On Monday, December 3, 2012 8:02:26 AM UTC+1, ARSHAD ALI wrote:
> Thank u sir, its mean i cannot push a single file after "commit" but whole
> working directory will be push to bare repository. I mean GIT works with
> directories not with single files in terms of push, pull, clone etc."AM I
> RIGHT SIR"???????
No, that's not right either.
Git works with *snapshots*, meaning whole copies of your working directory
as they were at a certain point in time.
Imagine you regularly copied your project directory into a backup directory:
$ cd project
$ ls -a
$ README.txt src/ foo/ etc/ .backup/
If you looked inside the .backup folder, you would have something like:
$ ls .backup/
$ a/ b/ c/ d/ e/
Where each of those directories is a copy, or a snapshot, of what's in your
project at an earlier date.
$ ls .backup/a/
$ README.txt src/ bar/
If you think of it like this, then a commit means making a new backup ( the
next one would be f/ ). A push means synchronizing the entire .backup
folder (with all snapshots) to another computer.
In reality, Git doesn't use single letters (a, b, c) to identify commits -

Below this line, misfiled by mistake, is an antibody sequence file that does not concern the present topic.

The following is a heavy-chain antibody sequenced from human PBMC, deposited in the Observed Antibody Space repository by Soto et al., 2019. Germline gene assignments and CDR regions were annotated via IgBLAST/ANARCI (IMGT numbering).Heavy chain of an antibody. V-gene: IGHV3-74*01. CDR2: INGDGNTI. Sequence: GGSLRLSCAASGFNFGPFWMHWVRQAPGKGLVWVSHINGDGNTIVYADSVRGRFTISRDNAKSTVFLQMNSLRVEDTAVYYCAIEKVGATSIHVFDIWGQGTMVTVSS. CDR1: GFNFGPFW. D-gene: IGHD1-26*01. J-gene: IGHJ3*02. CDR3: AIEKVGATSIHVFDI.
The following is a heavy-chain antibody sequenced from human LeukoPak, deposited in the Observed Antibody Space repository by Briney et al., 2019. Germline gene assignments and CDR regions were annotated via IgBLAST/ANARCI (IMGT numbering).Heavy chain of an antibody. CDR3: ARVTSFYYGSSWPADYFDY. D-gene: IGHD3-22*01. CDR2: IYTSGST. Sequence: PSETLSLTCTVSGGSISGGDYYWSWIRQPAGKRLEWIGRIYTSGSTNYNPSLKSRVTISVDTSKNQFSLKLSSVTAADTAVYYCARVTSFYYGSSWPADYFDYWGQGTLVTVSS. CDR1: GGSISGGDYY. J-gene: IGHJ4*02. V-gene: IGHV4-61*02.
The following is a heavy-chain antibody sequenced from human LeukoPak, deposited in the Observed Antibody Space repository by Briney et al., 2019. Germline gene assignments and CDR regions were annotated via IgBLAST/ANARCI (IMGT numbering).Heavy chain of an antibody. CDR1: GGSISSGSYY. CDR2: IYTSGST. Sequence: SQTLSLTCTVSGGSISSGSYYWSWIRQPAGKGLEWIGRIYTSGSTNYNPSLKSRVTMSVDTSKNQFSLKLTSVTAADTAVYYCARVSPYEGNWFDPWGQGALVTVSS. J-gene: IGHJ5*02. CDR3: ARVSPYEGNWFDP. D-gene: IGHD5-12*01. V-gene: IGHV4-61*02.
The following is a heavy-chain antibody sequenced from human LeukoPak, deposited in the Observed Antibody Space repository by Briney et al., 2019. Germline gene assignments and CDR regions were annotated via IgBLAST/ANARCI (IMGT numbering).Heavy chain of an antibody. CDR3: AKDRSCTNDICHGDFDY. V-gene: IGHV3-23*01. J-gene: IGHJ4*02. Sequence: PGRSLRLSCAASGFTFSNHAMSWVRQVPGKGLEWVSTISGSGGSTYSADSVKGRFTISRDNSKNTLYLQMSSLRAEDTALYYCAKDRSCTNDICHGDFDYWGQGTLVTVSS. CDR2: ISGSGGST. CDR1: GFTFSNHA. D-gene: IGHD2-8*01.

they look more like this: a8f590c2a48a86c3c6ee7cbe7aefe75bb3606b55
Furthermore, Git does a lot of clever internal compression and
delta-calculation to make those snapshots really fast and small. You don't
need to know these details though, but if you want to reach into older
snapshots, you have to use various Git commands, as they're not laid
straight out on the filesystem like I conceptually explained above.
And it adds the practical concepts of branches and tags, which are
basically just aliases for referring to certain snapshots, the latest
snapshot, and so on.
This being said, if you want to work productively with Git, you're better
of reading something more extensive than this to get the basics. Try this
article which sort of continues upon what I've explained already: